The history of Hokongo-in (法金剛院) starts in 824 when a minister built a villa on the present location of the temple. Like many villas, it was converted to a temple after his owner's death. The temple was frequently visited buy successive emperors and around 850 emperor Montoku decided to build a large monastry at the small temple location. The current temple name comes from an emperess who restored the temple 200 years later and called it Hokongo-in - the "temple of the diamond law".
Hokongo-in went through a few more cycles of prosperity until a large earthquake damaged the temple in 1573. Few buildings were restored. The current main hall dates from the early 17th century. Another important change was the widening of the Marutamachi road in 1939, which required a few buildings to be moved in the northern part of the temple.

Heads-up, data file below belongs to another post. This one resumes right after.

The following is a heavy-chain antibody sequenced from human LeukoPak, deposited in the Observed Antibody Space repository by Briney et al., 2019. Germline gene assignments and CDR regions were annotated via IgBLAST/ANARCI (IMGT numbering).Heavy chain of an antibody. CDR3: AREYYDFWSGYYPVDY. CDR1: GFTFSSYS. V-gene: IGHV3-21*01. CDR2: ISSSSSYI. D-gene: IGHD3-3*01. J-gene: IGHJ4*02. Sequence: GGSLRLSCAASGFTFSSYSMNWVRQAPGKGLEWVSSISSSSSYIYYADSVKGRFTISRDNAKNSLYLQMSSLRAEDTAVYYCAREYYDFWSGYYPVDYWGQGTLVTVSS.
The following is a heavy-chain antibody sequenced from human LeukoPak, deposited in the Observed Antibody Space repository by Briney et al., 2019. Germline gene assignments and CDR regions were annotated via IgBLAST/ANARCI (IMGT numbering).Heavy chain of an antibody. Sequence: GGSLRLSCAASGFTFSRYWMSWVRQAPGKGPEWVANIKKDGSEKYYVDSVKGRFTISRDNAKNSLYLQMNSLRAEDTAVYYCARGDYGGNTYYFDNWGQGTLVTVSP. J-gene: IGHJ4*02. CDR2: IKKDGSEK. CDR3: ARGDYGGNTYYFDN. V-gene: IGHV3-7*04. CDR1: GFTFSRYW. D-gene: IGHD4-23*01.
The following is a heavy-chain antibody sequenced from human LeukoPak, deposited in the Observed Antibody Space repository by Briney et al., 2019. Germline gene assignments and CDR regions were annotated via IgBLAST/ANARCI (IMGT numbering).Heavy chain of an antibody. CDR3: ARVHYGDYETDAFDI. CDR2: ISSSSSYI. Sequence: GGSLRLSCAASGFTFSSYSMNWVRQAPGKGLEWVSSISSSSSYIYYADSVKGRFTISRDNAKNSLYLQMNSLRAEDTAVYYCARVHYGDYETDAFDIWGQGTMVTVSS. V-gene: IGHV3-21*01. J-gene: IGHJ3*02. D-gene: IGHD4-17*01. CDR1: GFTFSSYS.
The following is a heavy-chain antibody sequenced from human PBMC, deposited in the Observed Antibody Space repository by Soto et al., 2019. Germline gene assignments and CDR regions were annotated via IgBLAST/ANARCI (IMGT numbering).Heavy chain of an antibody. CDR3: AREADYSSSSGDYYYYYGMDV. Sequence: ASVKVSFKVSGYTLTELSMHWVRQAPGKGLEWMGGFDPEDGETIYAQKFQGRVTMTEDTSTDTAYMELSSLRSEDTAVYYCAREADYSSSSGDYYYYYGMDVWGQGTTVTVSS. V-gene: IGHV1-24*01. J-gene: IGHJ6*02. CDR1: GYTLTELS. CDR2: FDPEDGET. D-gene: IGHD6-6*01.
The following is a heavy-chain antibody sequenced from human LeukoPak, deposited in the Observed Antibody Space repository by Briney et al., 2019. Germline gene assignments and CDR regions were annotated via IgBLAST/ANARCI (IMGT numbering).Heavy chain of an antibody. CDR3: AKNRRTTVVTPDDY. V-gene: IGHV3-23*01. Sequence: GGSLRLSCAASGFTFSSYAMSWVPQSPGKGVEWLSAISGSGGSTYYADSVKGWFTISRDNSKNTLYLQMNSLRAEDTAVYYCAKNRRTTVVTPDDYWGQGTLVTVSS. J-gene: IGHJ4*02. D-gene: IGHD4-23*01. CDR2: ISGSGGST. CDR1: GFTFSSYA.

The temple is easily accessed from the JR Hanazono station (花園駅): from the north exit simply cross the street and walk left for a hundred meters. The temple buildings and the gardens are not particularly impressive unless you come at the right time of the year, when many kind of flowers bloom around the pond. Hokongo-in can be a nice place to visit before going to the Myoshin-ji 妙心寺 temple complex which is basically next door. Further north lieNinna-ji 仁和寺 and Toji-in 等持院 as well as the infamous Ryoan-ji 龍安寺 and Kinkaku-ji 金閣寺.
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Nearby: Taizō-in 退蔵院 (390m), Ryōsen-an 龍泉庵 (460m), Shōtaku-in 聖澤院 (490m), Kōbai-in 衡梅院 (530m), Tōkai-in 東海院 (560m), Daihō-in 大法院 (580m), Shunkō-in 春光院 (600m), Myōshin-ji 妙心寺 (610m), Daishin-in 大心院 (630m), Tokuun-in 徳雲院 (630m),...
External links: ウィキペディア, Wikipedia, Kyoto Navi, Trip Advisor, Kyoto Design, 京都風光, Marutake, そうだ京都, Satellite view, Map
Keywords: Japan, 日本, Japon, Kyoto, 京都, 右京, Ukyo-ku, Hokongo-in, temple, 寺院, 仏閣, 法金剛院